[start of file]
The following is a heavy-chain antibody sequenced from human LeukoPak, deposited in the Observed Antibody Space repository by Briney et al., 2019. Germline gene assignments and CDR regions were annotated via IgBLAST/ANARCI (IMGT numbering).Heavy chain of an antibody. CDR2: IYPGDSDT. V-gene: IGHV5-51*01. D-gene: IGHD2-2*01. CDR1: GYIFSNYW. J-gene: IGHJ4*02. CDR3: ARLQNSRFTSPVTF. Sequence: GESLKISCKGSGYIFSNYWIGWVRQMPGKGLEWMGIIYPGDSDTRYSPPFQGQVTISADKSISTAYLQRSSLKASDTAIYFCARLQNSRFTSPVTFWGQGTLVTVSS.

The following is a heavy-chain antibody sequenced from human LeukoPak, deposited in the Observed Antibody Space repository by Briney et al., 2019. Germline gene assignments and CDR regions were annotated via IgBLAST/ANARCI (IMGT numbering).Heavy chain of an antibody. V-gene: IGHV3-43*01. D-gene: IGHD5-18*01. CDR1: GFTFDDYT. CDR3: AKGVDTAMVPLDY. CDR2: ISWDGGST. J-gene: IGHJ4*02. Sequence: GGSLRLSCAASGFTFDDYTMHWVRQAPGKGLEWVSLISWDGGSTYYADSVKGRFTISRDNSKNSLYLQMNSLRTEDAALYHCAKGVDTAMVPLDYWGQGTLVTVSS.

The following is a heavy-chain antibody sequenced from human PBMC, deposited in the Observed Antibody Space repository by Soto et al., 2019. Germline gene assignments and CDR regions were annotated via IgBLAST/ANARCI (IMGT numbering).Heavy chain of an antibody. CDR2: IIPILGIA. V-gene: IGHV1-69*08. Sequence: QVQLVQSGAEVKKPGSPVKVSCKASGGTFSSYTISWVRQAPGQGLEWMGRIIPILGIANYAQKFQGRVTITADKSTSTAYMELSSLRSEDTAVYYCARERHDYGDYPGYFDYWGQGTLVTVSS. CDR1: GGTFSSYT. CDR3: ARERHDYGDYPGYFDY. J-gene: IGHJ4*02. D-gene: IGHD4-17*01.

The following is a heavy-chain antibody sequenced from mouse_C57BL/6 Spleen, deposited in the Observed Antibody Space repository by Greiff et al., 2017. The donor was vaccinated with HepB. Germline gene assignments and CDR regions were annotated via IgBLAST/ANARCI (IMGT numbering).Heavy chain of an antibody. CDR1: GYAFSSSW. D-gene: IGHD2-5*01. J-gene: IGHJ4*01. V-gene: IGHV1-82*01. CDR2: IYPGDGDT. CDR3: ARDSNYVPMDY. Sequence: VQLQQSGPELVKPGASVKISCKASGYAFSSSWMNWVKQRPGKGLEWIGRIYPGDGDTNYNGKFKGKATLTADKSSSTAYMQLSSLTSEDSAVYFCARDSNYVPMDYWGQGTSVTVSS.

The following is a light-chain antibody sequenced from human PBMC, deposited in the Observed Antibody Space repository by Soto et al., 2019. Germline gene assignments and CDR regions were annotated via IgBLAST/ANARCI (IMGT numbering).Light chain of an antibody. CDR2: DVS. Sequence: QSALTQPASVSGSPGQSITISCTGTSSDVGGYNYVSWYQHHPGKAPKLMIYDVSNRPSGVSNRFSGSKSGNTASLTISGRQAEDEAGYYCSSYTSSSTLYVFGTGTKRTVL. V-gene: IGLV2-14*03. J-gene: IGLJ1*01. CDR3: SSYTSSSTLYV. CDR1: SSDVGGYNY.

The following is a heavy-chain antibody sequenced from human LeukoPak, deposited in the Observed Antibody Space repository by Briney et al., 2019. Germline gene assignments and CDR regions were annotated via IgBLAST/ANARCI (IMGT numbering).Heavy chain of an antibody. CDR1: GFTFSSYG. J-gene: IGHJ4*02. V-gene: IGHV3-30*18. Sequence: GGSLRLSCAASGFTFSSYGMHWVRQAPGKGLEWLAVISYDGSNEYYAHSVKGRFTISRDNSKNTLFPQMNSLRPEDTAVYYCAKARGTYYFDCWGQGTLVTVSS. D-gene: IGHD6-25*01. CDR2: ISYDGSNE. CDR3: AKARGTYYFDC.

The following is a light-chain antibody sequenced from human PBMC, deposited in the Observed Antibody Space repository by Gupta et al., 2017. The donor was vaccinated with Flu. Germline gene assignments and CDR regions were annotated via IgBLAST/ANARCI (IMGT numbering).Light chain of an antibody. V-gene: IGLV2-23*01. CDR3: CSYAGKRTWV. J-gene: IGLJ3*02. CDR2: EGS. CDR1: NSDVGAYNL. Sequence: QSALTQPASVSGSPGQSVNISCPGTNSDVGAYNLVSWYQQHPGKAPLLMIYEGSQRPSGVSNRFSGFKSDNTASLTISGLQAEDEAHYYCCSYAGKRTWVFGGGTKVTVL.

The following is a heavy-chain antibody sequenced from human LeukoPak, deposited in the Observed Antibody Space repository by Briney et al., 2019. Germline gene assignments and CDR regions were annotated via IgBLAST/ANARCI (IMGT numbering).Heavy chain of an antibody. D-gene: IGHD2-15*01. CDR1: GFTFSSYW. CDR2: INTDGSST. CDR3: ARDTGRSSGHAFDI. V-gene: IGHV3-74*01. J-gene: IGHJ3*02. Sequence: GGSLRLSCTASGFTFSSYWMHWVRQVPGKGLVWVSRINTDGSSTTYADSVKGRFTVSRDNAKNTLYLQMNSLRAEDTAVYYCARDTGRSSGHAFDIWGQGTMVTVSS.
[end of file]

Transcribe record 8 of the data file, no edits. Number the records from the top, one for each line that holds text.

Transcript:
The following is a heavy-chain antibody sequenced from human LeukoPak, deposited in the Observed Antibody Space repository by Briney et al., 2019. Germline gene assignments and CDR regions were annotated via IgBLAST/ANARCI (IMGT numbering).Heavy chain of an antibody. D-gene: IGHD2-15*01. CDR1: GFTFSSYW. CDR2: INTDGSST. CDR3: ARDTGRSSGHAFDI. V-gene: IGHV3-74*01. J-gene: IGHJ3*02. Sequence: GGSLRLSCTASGFTFSSYWMHWVRQVPGKGLVWVSRINTDGSSTTYADSVKGRFTVSRDNAKNTLYLQMNSLRAEDTAVYYCARDTGRSSGHAFDIWGQGTMVTVSS.